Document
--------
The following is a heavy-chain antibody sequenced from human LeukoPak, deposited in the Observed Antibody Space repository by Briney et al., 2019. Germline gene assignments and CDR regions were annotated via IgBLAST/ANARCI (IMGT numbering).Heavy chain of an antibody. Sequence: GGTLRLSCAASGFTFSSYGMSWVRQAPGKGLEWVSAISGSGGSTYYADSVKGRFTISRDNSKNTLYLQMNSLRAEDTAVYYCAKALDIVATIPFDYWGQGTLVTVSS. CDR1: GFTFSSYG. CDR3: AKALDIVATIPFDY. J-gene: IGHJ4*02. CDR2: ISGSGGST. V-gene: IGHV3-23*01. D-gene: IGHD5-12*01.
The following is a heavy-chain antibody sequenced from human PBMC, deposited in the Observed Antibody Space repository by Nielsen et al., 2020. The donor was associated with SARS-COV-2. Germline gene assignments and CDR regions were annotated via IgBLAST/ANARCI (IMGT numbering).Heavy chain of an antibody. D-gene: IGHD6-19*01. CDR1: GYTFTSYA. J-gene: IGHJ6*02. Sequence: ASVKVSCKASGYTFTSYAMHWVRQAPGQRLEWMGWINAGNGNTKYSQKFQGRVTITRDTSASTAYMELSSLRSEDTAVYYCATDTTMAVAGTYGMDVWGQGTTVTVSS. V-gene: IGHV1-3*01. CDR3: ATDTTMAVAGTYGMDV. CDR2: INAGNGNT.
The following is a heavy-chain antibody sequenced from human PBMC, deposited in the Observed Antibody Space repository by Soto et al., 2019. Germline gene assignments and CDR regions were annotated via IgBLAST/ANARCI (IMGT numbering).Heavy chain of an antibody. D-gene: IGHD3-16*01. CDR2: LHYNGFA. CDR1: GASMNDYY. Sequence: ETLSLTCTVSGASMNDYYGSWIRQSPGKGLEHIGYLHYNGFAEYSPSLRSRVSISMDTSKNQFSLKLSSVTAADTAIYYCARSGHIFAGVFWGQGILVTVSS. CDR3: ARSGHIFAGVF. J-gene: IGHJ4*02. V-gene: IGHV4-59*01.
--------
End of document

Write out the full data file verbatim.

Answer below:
The following is a heavy-chain antibody sequenced from human LeukoPak, deposited in the Observed Antibody Space repository by Briney et al., 2019. Germline gene assignments and CDR regions were annotated via IgBLAST/ANARCI (IMGT numbering).Heavy chain of an antibody. Sequence: GGTLRLSCAASGFTFSSYGMSWVRQAPGKGLEWVSAISGSGGSTYYADSVKGRFTISRDNSKNTLYLQMNSLRAEDTAVYYCAKALDIVATIPFDYWGQGTLVTVSS. CDR1: GFTFSSYG. CDR3: AKALDIVATIPFDY. J-gene: IGHJ4*02. CDR2: ISGSGGST. V-gene: IGHV3-23*01. D-gene: IGHD5-12*01.
The following is a heavy-chain antibody sequenced from human PBMC, deposited in the Observed Antibody Space repository by Nielsen et al., 2020. The donor was associated with SARS-COV-2. Germline gene assignments and CDR regions were annotated via IgBLAST/ANARCI (IMGT numbering).Heavy chain of an antibody. D-gene: IGHD6-19*01. CDR1: GYTFTSYA. J-gene: IGHJ6*02. Sequence: ASVKVSCKASGYTFTSYAMHWVRQAPGQRLEWMGWINAGNGNTKYSQKFQGRVTITRDTSASTAYMELSSLRSEDTAVYYCATDTTMAVAGTYGMDVWGQGTTVTVSS. V-gene: IGHV1-3*01. CDR3: ATDTTMAVAGTYGMDV. CDR2: INAGNGNT.
The following is a heavy-chain antibody sequenced from human PBMC, deposited in the Observed Antibody Space repository by Soto et al., 2019. Germline gene assignments and CDR regions were annotated via IgBLAST/ANARCI (IMGT numbering).Heavy chain of an antibody. D-gene: IGHD3-16*01. CDR2: LHYNGFA. CDR1: GASMNDYY. Sequence: ETLSLTCTVSGASMNDYYGSWIRQSPGKGLEHIGYLHYNGFAEYSPSLRSRVSISMDTSKNQFSLKLSSVTAADTAIYYCARSGHIFAGVFWGQGILVTVSS. CDR3: ARSGHIFAGVF. J-gene: IGHJ4*02. V-gene: IGHV4-59*01.